Microsoft Office Tutorials and References
In Depth Information
Pie Charts Make Horrible Time Comparisons
potential problems force Excel to choose a text-based axis instead of a date-based axis. For
example, Excel will choose a text-based axis when dates are stored as text in a spreadsheet
and when dates are represented by numeric years. The list following Figure 3.7 summarizes
other potential problems.
To explicitly choose an axis type, follow these steps:
1. Right-click the horizontal axis and select Format Axis.
2. In the Format Axis dialog box that appears, select the Axis Options category.
3. As appropriate, choose either Text Axis or Date Axis from the Axis Type section (see
Figure 3.7).
Figure 3.7
You can explicitly choose
an axis type rather than
letting Excel choose the
default.
3
Type Settings
A number of complications that require special handling can occur with date fields. The
following are some of the problems you might encounter:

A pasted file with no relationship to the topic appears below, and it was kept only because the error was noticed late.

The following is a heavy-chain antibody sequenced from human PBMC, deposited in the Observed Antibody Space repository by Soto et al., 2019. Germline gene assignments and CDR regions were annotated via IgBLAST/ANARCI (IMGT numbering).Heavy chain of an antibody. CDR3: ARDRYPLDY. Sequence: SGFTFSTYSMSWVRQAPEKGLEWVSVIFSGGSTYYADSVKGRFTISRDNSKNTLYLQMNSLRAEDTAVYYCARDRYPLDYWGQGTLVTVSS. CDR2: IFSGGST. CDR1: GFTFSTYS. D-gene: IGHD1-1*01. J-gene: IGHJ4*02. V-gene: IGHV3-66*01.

Dates stored as text— If dates are stored as text dates instead of real dates, a
datebased axis will never work. You have to use date functions to convert the text dates to
real dates.
Dates represented by numeric years— Trend charts can have category values of
2008, 2009, 2010, and so on. Excel does not naturally recognize these as dates, but you
can trick it into doing so. Read “Plotting Data by Numeric Year” near Figure 3.15 in
this chapter.
Dates before 1900— If your company is old enough to chart historical trends before
January 1, 1900, you will have a problem. In Excel’s world, there are no dates before
1900. For a workaround, read “Using Dates Before 1900” around Figure 3.16.
 
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